Look at eBay's books and it wouldn't seem to have money problems. But it's running a garage, unloading would-be Digg competitor StumbleUpon, and hopes to sell Internet phone service Skype. Why?

The company ought to be swimming in cash from taking a cut of every auction it runs, right? Nope, according to the New York Times:

eBay had $3.19 billion in cash at the end of last year, but $2.8 billion of that money is overseas and would be subject to repatriation taxes if the company were to invest it in its ailing United States e-commerce marketplace, according to analysts.

Luckily, it's found some eager buyers: The founders of the startups it enriched through purchases. Garrett Camp and Geoff Smith (right) have just bought back StumbleUpon, a social-news startup it bought for $75 million two years ago, with the help of some venture capitalists. Janus Friis and Niklas Zennström, the founders of Skype, are hoping to buy Skype for considerably less than the $3.1 billion price eBay paid for the company in 2005.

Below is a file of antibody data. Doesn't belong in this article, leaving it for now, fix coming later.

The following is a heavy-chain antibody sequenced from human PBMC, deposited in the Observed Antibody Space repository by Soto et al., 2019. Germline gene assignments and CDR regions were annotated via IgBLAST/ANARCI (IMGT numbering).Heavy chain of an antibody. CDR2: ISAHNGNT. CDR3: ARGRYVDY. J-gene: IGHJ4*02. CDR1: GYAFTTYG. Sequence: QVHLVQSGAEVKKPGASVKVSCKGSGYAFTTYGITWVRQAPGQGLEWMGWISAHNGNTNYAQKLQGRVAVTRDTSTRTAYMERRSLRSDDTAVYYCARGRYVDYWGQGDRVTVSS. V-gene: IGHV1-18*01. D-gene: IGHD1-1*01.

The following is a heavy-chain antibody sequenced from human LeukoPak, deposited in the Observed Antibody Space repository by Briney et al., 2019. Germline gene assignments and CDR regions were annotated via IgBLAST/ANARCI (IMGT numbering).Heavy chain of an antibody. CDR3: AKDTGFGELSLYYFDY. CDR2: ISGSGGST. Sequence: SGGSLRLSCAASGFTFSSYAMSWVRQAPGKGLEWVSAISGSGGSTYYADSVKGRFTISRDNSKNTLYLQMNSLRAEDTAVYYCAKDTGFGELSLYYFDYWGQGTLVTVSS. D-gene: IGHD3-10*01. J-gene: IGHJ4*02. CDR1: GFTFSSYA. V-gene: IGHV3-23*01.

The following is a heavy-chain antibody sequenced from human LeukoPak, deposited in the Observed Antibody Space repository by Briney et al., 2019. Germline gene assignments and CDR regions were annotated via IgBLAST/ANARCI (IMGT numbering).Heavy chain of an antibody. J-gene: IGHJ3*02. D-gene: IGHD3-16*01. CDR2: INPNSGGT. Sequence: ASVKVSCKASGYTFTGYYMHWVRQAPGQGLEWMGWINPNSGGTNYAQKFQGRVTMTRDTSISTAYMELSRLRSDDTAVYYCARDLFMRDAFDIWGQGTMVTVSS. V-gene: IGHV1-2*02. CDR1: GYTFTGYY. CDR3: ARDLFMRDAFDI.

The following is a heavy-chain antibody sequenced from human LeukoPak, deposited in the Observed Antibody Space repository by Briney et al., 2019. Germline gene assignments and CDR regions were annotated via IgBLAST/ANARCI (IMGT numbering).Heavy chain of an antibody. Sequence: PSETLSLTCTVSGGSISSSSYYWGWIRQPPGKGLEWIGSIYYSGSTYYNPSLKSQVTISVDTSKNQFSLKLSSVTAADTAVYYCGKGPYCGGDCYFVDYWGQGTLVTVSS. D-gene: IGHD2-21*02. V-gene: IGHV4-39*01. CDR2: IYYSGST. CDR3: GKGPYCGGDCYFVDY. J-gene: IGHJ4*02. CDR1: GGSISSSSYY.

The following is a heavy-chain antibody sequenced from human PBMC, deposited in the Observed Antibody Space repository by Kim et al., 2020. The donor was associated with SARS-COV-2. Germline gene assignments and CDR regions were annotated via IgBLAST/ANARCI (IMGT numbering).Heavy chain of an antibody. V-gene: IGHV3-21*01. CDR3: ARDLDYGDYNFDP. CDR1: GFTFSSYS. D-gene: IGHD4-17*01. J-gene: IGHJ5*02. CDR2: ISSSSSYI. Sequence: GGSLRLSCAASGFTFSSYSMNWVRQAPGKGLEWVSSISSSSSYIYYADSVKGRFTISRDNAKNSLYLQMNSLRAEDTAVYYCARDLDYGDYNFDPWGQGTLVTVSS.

$390 million in the kitty isn't exactly bankrupt. But it's hardly enough to fund eBay's efforts to fix its U.S. marketplace and efforts to expand into consumer credit with Bill Me Later, an online-lending startup it bought last year.

Silicon Valley venture capitalists and entrepreneurs like to think they're putting their resources behind innovation. But what are they doing here? Funding middle America's shopping habits.

(Photo of Zennstrom and Friis via Joost)